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swing-arm: powder-coat or stove enamel

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Crash- Elmit
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swing-arm: powder-coat or stove enamel

Post by Crash- Elmit on Tue 01 Nov 2016, 10:21 pm

Hi folks,

I need to replace my swing-arm due to a big hole next to the brake torque arm, so I have bought a used one.

It's in good nick but due to surface rust it needs repainting.

The question is: which is the best to go for? Powder-coat or Stove enamel?  I could do it with rattle cans but think a pro job would be better in the long run
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Jameshambleton
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Re: swing-arm: powder-coat or stove enamel

Post by Jameshambleton on Tue 01 Nov 2016, 10:50 pm

Well if you're going to do a job you might as well do it properly. Get it vapour blasted to properly clean up the surface and then sprayed with 2k paint or get it powdercoated.
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Beresford
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Re: swing-arm: powder-coat or stove enamel

Post by Beresford on Tue 01 Nov 2016, 10:53 pm

Crash- Elmit wrote:The question is: which is the best to go for? Powder-coat or Stove enamel?  I could do it with rattle cans but think a pro job would be better in the long run


Unless you are paranoid about appearance, I'd seriously suggest you brush paint it with a good metal paint (not Hammerite !). I've  done a car trailer like this about a year ago and no rust has reappeared despite the trailer being used and parked outside in all weathers.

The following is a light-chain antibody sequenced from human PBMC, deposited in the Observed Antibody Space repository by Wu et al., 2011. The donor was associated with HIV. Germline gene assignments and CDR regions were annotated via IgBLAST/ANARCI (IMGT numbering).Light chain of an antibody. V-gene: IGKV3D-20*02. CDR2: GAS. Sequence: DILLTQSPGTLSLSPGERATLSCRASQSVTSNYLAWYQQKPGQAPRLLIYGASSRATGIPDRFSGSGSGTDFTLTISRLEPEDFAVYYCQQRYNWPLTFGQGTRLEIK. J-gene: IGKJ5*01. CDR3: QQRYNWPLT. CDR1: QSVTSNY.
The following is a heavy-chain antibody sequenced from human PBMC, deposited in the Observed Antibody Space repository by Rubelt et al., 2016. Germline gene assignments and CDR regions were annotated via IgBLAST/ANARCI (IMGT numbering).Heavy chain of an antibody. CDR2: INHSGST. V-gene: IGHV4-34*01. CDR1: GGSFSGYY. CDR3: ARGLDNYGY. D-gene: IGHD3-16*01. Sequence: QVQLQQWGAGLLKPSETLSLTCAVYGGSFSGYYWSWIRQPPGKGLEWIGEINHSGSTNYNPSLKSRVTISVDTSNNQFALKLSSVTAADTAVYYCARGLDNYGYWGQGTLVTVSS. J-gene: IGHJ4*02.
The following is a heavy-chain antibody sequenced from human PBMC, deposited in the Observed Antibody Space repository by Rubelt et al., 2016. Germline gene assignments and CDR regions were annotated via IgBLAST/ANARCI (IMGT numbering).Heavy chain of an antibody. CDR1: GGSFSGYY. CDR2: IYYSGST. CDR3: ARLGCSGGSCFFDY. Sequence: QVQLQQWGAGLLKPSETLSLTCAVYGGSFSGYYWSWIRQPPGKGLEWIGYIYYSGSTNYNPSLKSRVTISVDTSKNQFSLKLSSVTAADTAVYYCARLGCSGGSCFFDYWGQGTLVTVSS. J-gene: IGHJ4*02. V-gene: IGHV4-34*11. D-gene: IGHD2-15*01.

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eternally_troubled
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Re: swing-arm: powder-coat or stove enamel

Post by eternally_troubled on Wed 02 Nov 2016, 5:40 pm

Beresford wrote:
Crash- Elmit wrote:The question is: which is the best to go for? Powder-coat or Stove enamel?  I could do it with rattle cans but think a pro job would be better in the long run



Unless you are paranoid about appearance, I'd seriously suggest you brush paint it with a good metal paint (not Hammerite !). I've  done a car trailer like this about a year ago and no rust has reappeared despite the trailer being used and parked outside in all weathers.

Whether you go for powder coating, stove enamel or paint the key point is the preparation, whichever one you go for. A lot of coating places also do sand/media blasting which is good for removing any rust or flaking paint, if you go for painting it yourself a similar level of detail will be required.

I used an evil looking wire wheel in my drill to remove the rust off my replacement swingarm, I then used a rattle can to put on 4 (or so) coats of paint - it looks OK. It would have looked *great* if I had properly sanded the wire wheel marks out of it, but I didn't really mind about the appearance so I didn't.

Whatever you choose I would try and find a recommendation from someone who has used them before - ideally someone who will show you what they had coated so you can make your own mind up.

sullivj
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Re: swing-arm: powder-coat or stove enamel

Post by sullivj on Wed 02 Nov 2016, 5:47 pm

For ease of prep (none!) and a great finish, get it powder coated. Should only cost about £20, and as long as the original metal is good, it will last another 15 years.
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hh_12345
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Re: swing-arm: powder-coat or stove enamel

Post by hh_12345 on Wed 02 Nov 2016, 8:16 pm

I would  definitely recommend having it sand blasted and powder coated for you by a professional.